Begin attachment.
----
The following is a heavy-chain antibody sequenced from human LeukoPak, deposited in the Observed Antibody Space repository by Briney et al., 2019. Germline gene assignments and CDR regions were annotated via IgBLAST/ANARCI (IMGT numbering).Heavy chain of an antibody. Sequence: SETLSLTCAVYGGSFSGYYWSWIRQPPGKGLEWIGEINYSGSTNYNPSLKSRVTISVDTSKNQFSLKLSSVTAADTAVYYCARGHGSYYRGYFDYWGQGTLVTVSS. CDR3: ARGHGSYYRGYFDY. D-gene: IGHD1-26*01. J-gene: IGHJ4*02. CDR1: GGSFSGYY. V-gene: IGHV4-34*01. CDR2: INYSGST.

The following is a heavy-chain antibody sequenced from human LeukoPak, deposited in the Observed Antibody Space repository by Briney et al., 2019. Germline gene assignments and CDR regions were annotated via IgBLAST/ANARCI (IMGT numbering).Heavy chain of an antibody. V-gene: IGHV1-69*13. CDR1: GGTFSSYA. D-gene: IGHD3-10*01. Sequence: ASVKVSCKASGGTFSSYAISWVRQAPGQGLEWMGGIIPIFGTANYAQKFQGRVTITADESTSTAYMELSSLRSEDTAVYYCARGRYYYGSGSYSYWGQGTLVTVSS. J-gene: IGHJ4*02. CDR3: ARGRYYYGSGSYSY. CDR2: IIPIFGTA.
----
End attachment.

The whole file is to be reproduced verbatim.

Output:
The following is a heavy-chain antibody sequenced from human LeukoPak, deposited in the Observed Antibody Space repository by Briney et al., 2019. Germline gene assignments and CDR regions were annotated via IgBLAST/ANARCI (IMGT numbering).Heavy chain of an antibody. Sequence: SETLSLTCAVYGGSFSGYYWSWIRQPPGKGLEWIGEINYSGSTNYNPSLKSRVTISVDTSKNQFSLKLSSVTAADTAVYYCARGHGSYYRGYFDYWGQGTLVTVSS. CDR3: ARGHGSYYRGYFDY. D-gene: IGHD1-26*01. J-gene: IGHJ4*02. CDR1: GGSFSGYY. V-gene: IGHV4-34*01. CDR2: INYSGST.

The following is a heavy-chain antibody sequenced from human LeukoPak, deposited in the Observed Antibody Space repository by Briney et al., 2019. Germline gene assignments and CDR regions were annotated via IgBLAST/ANARCI (IMGT numbering).Heavy chain of an antibody. V-gene: IGHV1-69*13. CDR1: GGTFSSYA. D-gene: IGHD3-10*01. Sequence: ASVKVSCKASGGTFSSYAISWVRQAPGQGLEWMGGIIPIFGTANYAQKFQGRVTITADESTSTAYMELSSLRSEDTAVYYCARGRYYYGSGSYSYWGQGTLVTVSS. J-gene: IGHJ4*02. CDR3: ARGRYYYGSGSYSY. CDR2: IIPIFGTA.